The U.S. Constitution was designed to preserve the freedom and rights of all citizens. Our Declaration of Independence states all men are created equal and that we have certain God-given rights. With documents like these, how have we arrived at the state of such discord between purported haves and have-nots in our society?
Some will try, of course, to discount any discussion of this topic by talking about the treatment of slaves, indentured servants, Native Americans, and others who historically were not treated well. I am willing to acknowledge the same human frailties which characterized societies throughout the world found their way into America, but it is unfair to demonize a nation and its many constituents based on the shortcomings of some of its members.
Those who condemn America for its past seldom talk about the tremendous good and generosity demonstrated by the U.S., a nation which cannot be denied the title of being the most benign in the history of the world.
One reason I find the concept of royalty and celebrity amusing is watching people putting on airs, trying to act like someone special when they are acutely aware, in fact, they are just like everyone else. In my opinion, either everyone is special — or no one is special. America is supposed to be a place of equality, and whether a person is homeless or a billionaire, they should be treated well and equally.
There is no social class or political class that has the right to lord over everyone else unless we the people confer such power upon them, or allow them to confer it upon themselves without resistance.
Obviously, the billionaire can afford to pay for certain things like luxurious homes, cars, the best seats on airplanes, and at the theater. There is nothing wrong with that. It should not cause resentment in a society in which anyone is free to work hard and use their God-given talents to excel, increasing their own value in the marketplace.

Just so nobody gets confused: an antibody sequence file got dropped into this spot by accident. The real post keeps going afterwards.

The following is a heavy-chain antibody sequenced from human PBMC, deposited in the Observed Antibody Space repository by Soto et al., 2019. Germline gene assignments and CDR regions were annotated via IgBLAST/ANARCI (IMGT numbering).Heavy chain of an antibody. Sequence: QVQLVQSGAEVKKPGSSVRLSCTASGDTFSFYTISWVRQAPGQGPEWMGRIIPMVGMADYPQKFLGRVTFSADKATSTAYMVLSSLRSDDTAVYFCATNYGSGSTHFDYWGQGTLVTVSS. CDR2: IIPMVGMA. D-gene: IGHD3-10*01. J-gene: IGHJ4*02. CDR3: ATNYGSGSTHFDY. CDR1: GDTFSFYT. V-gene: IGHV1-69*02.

Some will not admit it, but our society would be pretty dreary if everyone shared the same level of poverty with no chance of advancing themselves economically — through their own efforts.
I realize that it is not a politically correct thing to say, but the real problem is not the existence of wealthy people among us. Rather, it is the feeling of helplessness and dependency that has been propagated falsely throughout many facets of our society.
Perhaps it would be wise for our government to look back at the history of our nation and realize that the unprecedented rise of America to pinnacle status occurred because people knew if they worked hard and were innovative and productive, they and their families would be the beneficiaries of such labor.
I am not saying taxes should not be paid in a fair manner, but I am saying the government will never be successful in resolving income disparity and other social problems by taking from the haves, giving to the have-nots.
The great equalizer in America remains education. A good education, or the acquisition of technical skills, provides tremendous options for everyone — regardless of their birth circumstances.
We live in a country where people are free to move without penalty to any state where jobs are available. We need to emphasize the fact almost any kind of employment confers knowledge and skills which become valuable when trying to move up the economic ladder. One also acquires contacts that can be quite useful for those with knowledge and skill.
Those who have achieved great financial success should be encouraged to invest in their fellow Americans, with the return on investment being the transformation from dependency to proud achiever of the American dream.
Dr. Ben Carson is an emeritus professor of neurosurgery, oncology, plastic surgery, and pediatrics at the Johns Hopkins School of Medicine and has been awarded more than 60 honorary doctorate degrees and dozens of national merit citations. He has authored more than 100 neurosurgical publications and has written five best-selling books, including "America the Beautiful." For more on Dr. Carson, Click Here Now.